The older I get, the more I enjoy cooking classes. With an opening statement like that, I’m in danger of whirling around in a cartoon swirl and remerging as an immaculately groomed housewife from the 1950s: hair set, rosy-cheeked smile, skirt that sticks out like a snipped triangle and the scent of freshly baked cookies following me around like a caricature cloud.
Those of you who know me – and I’ll accept for the purposes of this blog post a very loose definition of the word “know…” Reading a few posts here or tuning in to my ramblings on twitter (shouldn’t that be “witty and incisive social commentary”- Ed?) – would probably have clued you in to the fact that I’m not that kind of wife. Not that kind of girl.
But cooking lessons, I’ve learned (hoho!) provide two cunningly disguised opportunities:
1) The chance to eat a meal that puts the F into fresh and
2) The chance to really get chatting with locals
Oh, and every now and then I can reproduce the results at home. Not that any specific examples spring to mind right now… The odd bodged one here and there…Another couple that weren’t too bad…But it’s the taking part that counts, right?
Don’t answer that, at least not yet.
Beit Sitti, A Cooking School in Jordan
You couldn’t ask for a better sense of atmosphere…Hidden at the top of a barely-lit staircase, the smoky orange lights of the city glimmered both in the distance and up close as we arrived. The walls inside were fresh and white, punctuated only by a mirror with borders that glittered like jewels dipped in chocolate.
We weren’t in a school, we were in a Jordanian home. Not that we had long to appreciate it.
Maria, the English-speaking of our two chefs, moves at about twice my speed and speaks at about thrice my volume despite being half my size.
She confiscates my camera, my pen and my notebook and I’m set to work. Hands washed, sleeves rolled, apron tied, knife at the ready.
She eases me in gently, by giving me an onion to chop. I relax a little. 1950s housewife I may not be, but even I can chop an onion.
“You might find it works better,” she says ten seconds later, “if you do it like this.”
She pinches one side of the halved onion and slices it swiftly until it resembles a closed accordion. She then holds that tight, turns the knife on its side and cuts parallel to the table, aiming for her palm. After enough shifts spent stitching together fingers in my former life, I can’t help but flinch at the sight.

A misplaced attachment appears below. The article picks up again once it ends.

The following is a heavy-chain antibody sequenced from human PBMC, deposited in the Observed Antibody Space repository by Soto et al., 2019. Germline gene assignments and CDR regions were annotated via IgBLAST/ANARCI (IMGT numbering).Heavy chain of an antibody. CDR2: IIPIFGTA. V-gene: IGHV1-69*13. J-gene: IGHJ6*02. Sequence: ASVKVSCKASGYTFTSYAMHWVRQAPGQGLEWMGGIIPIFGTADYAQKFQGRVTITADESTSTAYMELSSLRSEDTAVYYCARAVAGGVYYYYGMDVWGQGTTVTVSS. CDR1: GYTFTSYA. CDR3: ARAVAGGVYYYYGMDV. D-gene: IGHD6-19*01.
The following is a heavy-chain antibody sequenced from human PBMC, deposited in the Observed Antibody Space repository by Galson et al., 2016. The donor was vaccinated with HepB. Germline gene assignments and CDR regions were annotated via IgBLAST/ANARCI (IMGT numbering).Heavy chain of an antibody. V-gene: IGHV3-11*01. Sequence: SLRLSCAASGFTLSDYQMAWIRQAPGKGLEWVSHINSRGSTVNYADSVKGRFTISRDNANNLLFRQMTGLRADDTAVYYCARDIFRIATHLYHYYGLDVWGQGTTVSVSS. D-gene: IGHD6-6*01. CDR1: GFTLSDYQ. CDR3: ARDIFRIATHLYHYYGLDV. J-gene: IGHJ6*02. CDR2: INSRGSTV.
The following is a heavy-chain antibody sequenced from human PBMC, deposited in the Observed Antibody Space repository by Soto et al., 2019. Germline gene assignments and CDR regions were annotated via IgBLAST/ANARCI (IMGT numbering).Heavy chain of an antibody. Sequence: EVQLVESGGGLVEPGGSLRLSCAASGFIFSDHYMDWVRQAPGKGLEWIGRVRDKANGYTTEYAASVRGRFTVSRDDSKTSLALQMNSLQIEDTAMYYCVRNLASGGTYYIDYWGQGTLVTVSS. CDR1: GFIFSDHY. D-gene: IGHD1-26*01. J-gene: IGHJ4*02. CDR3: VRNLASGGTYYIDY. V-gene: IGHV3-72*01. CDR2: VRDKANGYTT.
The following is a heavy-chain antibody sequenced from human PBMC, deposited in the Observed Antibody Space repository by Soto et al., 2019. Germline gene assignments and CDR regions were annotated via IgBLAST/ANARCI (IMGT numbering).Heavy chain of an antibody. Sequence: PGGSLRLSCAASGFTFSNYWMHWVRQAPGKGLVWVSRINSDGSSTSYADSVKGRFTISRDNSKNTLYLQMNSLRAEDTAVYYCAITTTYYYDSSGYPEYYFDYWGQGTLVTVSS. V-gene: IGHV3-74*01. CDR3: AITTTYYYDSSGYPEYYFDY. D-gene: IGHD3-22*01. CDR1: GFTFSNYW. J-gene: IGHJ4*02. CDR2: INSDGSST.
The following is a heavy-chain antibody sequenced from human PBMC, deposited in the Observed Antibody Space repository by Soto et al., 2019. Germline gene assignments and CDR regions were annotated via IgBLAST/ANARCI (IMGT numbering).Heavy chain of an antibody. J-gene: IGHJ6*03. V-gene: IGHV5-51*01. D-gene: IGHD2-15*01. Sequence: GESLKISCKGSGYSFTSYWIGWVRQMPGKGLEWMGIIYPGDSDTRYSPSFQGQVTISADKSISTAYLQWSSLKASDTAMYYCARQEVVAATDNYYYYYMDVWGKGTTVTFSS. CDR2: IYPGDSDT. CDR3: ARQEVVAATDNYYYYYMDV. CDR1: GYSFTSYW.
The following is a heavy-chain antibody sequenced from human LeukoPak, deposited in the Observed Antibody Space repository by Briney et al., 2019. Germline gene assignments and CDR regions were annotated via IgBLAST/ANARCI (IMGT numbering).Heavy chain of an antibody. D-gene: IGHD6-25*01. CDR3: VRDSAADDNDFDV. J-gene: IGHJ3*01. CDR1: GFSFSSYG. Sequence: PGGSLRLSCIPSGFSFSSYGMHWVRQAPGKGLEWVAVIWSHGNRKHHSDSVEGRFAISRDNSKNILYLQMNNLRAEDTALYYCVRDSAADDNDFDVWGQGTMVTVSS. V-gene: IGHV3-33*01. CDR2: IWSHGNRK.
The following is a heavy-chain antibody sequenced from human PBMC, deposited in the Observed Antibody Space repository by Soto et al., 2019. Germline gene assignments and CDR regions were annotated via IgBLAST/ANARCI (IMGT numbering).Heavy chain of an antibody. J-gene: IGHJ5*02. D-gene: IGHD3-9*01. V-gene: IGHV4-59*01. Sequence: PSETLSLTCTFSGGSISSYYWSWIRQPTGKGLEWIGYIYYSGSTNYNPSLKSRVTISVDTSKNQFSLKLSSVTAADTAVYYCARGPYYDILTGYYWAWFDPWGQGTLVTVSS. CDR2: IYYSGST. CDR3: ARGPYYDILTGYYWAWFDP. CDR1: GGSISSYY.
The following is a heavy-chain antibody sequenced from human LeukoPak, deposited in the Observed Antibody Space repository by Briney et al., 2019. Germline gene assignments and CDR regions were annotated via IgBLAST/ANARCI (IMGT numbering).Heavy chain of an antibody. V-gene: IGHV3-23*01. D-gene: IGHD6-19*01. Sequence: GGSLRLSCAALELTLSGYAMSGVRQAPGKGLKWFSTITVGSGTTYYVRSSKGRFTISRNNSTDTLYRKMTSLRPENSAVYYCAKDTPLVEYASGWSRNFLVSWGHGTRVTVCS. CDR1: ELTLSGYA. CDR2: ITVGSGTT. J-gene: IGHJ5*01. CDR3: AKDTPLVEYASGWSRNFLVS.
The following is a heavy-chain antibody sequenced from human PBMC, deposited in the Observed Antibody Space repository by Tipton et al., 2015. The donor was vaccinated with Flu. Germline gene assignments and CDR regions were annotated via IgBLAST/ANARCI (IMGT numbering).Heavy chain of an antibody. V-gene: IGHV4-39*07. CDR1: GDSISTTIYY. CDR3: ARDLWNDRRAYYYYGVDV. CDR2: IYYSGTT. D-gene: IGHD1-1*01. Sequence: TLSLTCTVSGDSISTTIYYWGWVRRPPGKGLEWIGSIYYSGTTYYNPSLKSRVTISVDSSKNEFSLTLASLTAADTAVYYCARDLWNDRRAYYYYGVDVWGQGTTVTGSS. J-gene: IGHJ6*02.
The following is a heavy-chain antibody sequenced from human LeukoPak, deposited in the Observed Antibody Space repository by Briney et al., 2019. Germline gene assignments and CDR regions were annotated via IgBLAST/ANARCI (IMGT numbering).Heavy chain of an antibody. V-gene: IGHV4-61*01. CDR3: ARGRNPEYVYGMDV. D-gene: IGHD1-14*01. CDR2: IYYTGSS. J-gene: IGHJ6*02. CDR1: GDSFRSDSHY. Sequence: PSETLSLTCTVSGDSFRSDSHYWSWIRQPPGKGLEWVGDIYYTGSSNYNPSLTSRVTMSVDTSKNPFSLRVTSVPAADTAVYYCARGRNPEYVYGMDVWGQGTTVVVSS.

“Here,” she sets down a glass of cloudy liquid. “Have some arak. It’s like Arabic ouzo.”
Never has a description enticed me less.
Jordanian Food After Arak
Aniseed fires along my throat and we move on to chopping parsley. Later, outside in the balmy night air, I fry pitta bread and potatoes with Ali, our driver, a timely reminder that preparing food crosses all language barriers.
Back inside, I peel smoked aubergines under the supervision of our haja.
“Haja is a term of respect for older people,” Maria explains. “People who have completed the Haj, the pilgrimage to Mecca. Haj for men, Haja for women.”
Our haja smiles, adjusts the knife so that I chop ingredients into even smaller pieces, and Maria continues talking.
“I am a ‘trained chef’ in that I take professional cooking classes – although most of that is about French food, but really our Haja know more about cooking than me. Cooking classes of any kind are a strange idea for that generation because the women here learned it all as they were growing up, they learned everything they needed to know about food and cooking that way, at home, as part of normal life.”
So, are the meals we’re preparing (recipes below) fresh from fancy chef school or do everyday Jordanians make these meals at home?
“It’s a mixture,” says Maria, and our driver nods to agree.
“The mouttabal, fattoush and siniyet kafta people regularly make at home,” she says. “Whereas knafeh people tend to buy from bakeries for graduations… Or weddings…For special occasions.”
My hands fluff knafeh dough and ghee with squidgy satisfaction.
“We want to show people that they can make knafeh themselves – easily – at home.”
Characteristics of Jordanian Food
Tonight, Isabelle and I are the only guests but I wonder who their usual customers are.
Maria gives a wry smile.
“When we opened, around a year ago, we thought that our guests would mainly be tourists. But then with the riots and uprisings elsewhere in the Middle East, people stopped coming to Jordan even though we didn’t have trouble here.
“So, we started reaching out to people here in Amman and it’s turned out to be very popular.”
I wash my hands and head out to the barbecue where aubergine fizzes and spits on the naked flames.
Jordanian food relies heavily on fresh ingredients, often finely chopped. It throws in a hefty dose of subtle spices I’ve since struggled to find at home: sumac, tahini and bakleh. Most meat dishes come with salads that burst with their own flavour, rather than using separate salad dressing as a crutch, and meals usually take the guise of a self-service kind of affair. Broad ceramic dishes glazed in royal blue are set down on the table, from which everyone helps themselves.
It’s tasty and healthy, well, except for the knafeh that oozes with that kind of sweet, delicious moisture that you know can’t come from polyunsaturated lipids.
It’s also surprisingly easy to make. Although I rather wish I hadn’t told you that, in case I ever invite you over for dinner.
You should always remember, though, it’s good manners to look impressed.